2007 Formula One Espionage Controversy - Details - FIA Investigation

FIA Investigation

On 4 July 2007, McLaren announced it had conducted an investigation and concluded that "no Ferrari intellectual property has been passed to any other members of the team or incorporated into cars." The team also invited the FIA to inspect its cars to confirm these facts; "In order to address some of the speculation McLaren has invited the FIA to conduct a full review of its cars to satisfy itself that the team has not benefited from any intellectual property of another competitor." Since the revelation of Coughlan's involvement in the affair, McLaren provided a full set of drawings and development documents to the FIA, detailing all updates made to the team's chassis since the incident occurred at the end of April.

On 12 July 2007, the FIA announced that it had summoned McLaren to an extraordinary meeting of the FIA World Motor Sport Council to answer charges that they had breached Article 151C of the International Sporting Code. At the hearing on 26 July 2007, FIA found that Vodafone McLaren Mercedes was in possession of confidential Ferrari information and is therefore in breach of the Code, but with no evidence that they had used the information no punishment was levied. However, the FIA reserved the right to reconvene on the matter if any such evidence subsequently came to light.

Ferrari labelled the decision "incomprehensible"; Autosport judged the team to be "furious". McLaren said " unanimous decision has been taken by the FIA which in McLaren's opinion is very balanced and fair." The matter was referred to the FIA International Court of Appeal, with the hearing scheduled for September 13, 2007.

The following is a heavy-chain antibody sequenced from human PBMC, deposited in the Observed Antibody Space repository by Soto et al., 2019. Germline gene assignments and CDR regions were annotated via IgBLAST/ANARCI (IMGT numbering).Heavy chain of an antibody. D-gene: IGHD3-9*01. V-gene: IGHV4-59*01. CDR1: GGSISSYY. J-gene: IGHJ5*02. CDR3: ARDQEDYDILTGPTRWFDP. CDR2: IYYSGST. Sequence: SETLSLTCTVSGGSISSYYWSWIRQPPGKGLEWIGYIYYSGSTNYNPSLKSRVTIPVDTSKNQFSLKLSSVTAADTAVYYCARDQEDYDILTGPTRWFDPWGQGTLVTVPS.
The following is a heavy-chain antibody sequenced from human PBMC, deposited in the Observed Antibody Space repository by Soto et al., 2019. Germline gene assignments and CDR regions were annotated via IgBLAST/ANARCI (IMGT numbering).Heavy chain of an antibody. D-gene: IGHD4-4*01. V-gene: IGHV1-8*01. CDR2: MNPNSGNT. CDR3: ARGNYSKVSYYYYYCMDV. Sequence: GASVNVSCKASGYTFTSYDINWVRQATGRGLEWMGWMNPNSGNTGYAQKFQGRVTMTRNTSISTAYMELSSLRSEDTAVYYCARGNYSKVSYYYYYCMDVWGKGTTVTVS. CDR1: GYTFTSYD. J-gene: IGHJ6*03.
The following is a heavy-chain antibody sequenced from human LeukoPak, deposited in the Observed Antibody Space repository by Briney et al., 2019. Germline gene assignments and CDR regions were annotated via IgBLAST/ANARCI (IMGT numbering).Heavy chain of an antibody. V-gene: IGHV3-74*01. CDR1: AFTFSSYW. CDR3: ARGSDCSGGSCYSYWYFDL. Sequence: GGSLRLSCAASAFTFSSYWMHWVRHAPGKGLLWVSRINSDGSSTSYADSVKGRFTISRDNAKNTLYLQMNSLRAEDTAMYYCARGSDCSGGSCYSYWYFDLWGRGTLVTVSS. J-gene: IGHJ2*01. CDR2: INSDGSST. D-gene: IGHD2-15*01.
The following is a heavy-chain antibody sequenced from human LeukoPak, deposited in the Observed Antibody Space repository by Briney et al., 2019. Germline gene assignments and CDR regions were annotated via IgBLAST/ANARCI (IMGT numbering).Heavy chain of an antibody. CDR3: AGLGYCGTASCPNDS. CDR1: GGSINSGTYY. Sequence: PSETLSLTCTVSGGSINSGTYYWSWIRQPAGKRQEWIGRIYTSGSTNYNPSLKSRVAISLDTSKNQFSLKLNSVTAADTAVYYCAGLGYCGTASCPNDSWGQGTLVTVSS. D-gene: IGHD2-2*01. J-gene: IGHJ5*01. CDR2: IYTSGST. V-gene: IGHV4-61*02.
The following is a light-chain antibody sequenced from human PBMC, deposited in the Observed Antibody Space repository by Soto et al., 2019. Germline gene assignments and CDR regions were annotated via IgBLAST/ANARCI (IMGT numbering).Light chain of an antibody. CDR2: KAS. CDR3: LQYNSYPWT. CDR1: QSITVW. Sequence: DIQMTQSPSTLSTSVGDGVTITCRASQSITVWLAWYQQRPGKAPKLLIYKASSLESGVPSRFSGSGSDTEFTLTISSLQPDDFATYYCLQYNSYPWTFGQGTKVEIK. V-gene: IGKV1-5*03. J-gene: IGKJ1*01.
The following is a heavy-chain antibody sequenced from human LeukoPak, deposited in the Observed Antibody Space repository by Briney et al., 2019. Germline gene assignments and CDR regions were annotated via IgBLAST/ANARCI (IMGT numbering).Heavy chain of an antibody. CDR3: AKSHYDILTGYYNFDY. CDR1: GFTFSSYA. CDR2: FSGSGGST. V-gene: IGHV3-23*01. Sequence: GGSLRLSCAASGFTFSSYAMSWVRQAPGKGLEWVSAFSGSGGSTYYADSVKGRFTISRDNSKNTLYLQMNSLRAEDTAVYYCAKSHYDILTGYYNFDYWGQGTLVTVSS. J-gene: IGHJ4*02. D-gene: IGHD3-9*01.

On 1 August 2007, Ron Dennis, in an open letter to the president of the Italian motorsport authority Luigi Macaluso, accused Ferrari of giving a false and dishonest version of events and further that the car used to win the 2007 Australian Grand Prix was illegal. McLaren learned of the "illegal" floor device from Nigel Stepney, with the team describing this contact as whistle-blowing. However the team insists that following this incident, Jonathan Neale instructed Coughlan to cease contact with Stepney. McLaren accuse Ferrari of trying to blur this "whistle-blowing" of which McLaren was aware, with Coughlan's possession of the 780 page Ferrari dossier which it insists it was not aware.

The 2007 Hungarian Grand Prix was a controversial weekend for McLaren; Alonso held Hamilton up in the pit lane during qualifying, denying Hamilton a chance to record a final lap time. TV pictures showed Ron Dennis angrily throwing his headphones down as Alonso pulled out of the pits, and after the session was over he was then shown having a serious conversation with Alonso's trainer. On the morning of the race (August 5), Alonso met Ron Dennis in his motorhome and allegedly threatened to send his email exchanges with McLaren test driver Pedro de la Rosa and Coughlan to the FIA. According to Max Mosley, Ron Dennis informed him of the conversation and told Mosley that the threat was an empty one, "There’s no information, there’s nothing to come out; I can assure you that if there was something, Max, I would have told you.” Mosley subsequently retracted the implication that Dennis had lied.